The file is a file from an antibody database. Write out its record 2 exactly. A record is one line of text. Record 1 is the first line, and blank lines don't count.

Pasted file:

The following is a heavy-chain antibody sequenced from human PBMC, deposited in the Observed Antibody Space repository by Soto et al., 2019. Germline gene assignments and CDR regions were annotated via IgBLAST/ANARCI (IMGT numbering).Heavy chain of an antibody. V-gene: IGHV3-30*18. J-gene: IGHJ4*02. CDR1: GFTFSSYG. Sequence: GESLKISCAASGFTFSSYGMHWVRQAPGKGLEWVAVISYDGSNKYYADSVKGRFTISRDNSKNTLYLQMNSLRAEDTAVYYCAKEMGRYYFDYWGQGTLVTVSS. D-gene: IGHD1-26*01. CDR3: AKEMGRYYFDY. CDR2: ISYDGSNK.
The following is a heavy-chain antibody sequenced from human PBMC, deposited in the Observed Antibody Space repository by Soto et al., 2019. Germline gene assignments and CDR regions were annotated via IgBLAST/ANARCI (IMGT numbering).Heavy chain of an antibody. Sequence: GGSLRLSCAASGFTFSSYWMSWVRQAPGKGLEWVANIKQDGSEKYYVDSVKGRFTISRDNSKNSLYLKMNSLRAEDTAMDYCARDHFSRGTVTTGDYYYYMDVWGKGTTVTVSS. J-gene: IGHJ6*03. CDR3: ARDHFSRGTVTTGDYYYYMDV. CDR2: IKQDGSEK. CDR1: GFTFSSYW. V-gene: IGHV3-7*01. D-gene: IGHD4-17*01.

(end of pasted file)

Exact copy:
The following is a heavy-chain antibody sequenced from human PBMC, deposited in the Observed Antibody Space repository by Soto et al., 2019. Germline gene assignments and CDR regions were annotated via IgBLAST/ANARCI (IMGT numbering).Heavy chain of an antibody. Sequence: GGSLRLSCAASGFTFSSYWMSWVRQAPGKGLEWVANIKQDGSEKYYVDSVKGRFTISRDNSKNSLYLKMNSLRAEDTAMDYCARDHFSRGTVTTGDYYYYMDVWGKGTTVTVSS. J-gene: IGHJ6*03. CDR3: ARDHFSRGTVTTGDYYYYMDV. CDR2: IKQDGSEK. CDR1: GFTFSSYW. V-gene: IGHV3-7*01. D-gene: IGHD4-17*01.